The Lincoln LS: Whatever happened there?

Probably the most common way to make your auto brand more ‘European’ is to take on the 3 Series. Ford had just bought Jaguar and Volvo in 1999. They had started wearing turtlenecks. Had small, round sunglasses. They even began drinking strong coffee from little cups.

Ford also had a fresh new platform to play around with; the cosmopolitan and suavely named DEW98. It was rear-wheel drive and had independent suspension at every corner. It was, in fact, the very same platform sitting under the Jaguar S-Type.

Seeking to steal some sales from the sophisticated German imports, Lincoln devised a plan to have their very own 3 Series competitor on this platform. It would be athletic, handsome, dynamic, and many other buzzwords.

The Lincoln LS

Drivetrain

The base engine was Ford’s Duratec V6–what a ghastly name. It was the only engine option to be paired with a five-speed manual transmission. It propelled the LS to sixty in around nine seconds if you yanked fast enough.

Changing gears is, however, exhausting. Not to mention uncivilized. The V6 was also offered with an automatic transmission for this very reason. The other engine offering was strictly automatic, and it’s the one we care about; Premier Auto Group’s 3.9 liter V8 called the “AJ’. Ah, AJ. That’s better.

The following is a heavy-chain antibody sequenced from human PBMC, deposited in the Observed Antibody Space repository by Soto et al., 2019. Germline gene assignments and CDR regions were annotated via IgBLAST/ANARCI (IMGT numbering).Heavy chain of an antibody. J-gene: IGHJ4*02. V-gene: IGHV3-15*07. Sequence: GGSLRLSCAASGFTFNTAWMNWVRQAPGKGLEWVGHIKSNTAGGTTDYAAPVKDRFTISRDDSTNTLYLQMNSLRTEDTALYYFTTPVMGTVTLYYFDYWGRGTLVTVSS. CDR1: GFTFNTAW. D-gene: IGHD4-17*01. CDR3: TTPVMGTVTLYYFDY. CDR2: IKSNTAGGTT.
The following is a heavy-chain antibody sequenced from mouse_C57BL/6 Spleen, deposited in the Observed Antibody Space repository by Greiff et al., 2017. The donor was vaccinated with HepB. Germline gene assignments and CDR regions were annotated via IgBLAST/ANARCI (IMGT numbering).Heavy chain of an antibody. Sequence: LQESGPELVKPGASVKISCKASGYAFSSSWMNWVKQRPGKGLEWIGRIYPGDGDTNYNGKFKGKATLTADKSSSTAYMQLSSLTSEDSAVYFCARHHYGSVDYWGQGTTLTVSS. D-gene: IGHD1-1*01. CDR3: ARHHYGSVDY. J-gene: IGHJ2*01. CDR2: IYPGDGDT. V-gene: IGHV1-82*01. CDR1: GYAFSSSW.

In its most powerful guise, it made 280 horsepower, which allowed the LS to sprint to sixty in a paltry 6.7 seconds. It also apparently sounds quite nice and has plenty of grunt for the dash to the country club.

Driving

The basic LS chassis–with the lightweight V6–was apparently pretty good. Car and Driver described it as agile and stable at high speeds. The same agility was apparently not present in the V8 version–even with front double wishbones and a sport-tuned suspension. Body roll seems to have been an issue despite the tighter springs, shocks, and stiffer sway-bars.

However, the steering was rather pleasant, and by the time LS production was nearing its end, the car had been nicely sealed and padded. Pesky wind and road noise had trouble finding their way into the cabin. The ride–although a tad nautical–made the car comfortable and compliant. All of these things should have added up to some sort of competition for the aforementioned German sedan.

But it didn’t!

The Lincoln LS was just too much money for not enough car. The V8 model started at $43,995, while a better-driving, faster, and all-around nicer 330i was only $35,700.

The Lincoln’s interior was just classic, glued-together Ford plastic with a little fake wood added.

In a comparison between six other sports sedans in 2002, the LS was dead last. It got beat out by the Cadillac CTS, and (ironically) the Jaguar X-Type–a car that was based on the Ford Mondeo.

As it turns out, all of the added sophistication from Lincoln’s European gap year had not quite paid off. Motortrend may have named it their 2000 car of the year, however, the 2001 car of the year was the PT Cruiser.

It’s a shame, really. It always seems like American manufacturers get everything right on-paper to make a great sports sedan, and end up falling short where it counts. The only real silver-lining to the whole situation is that the LS’s ‘domestic’ rival was the Cadillac Catera, a car that is truly unfortunate. I suppose it’s best if Lincoln just sticks to land yachts; that’s something they’ve always done well.

By |2020-02-12T13:40:07+00:00February 12th, 2020|Hooniverse|26 Comments

About the Author:

Avatar
East coast writer of car satire. Slightly more serious things written sometimes as well. Interested in most forms of transportation.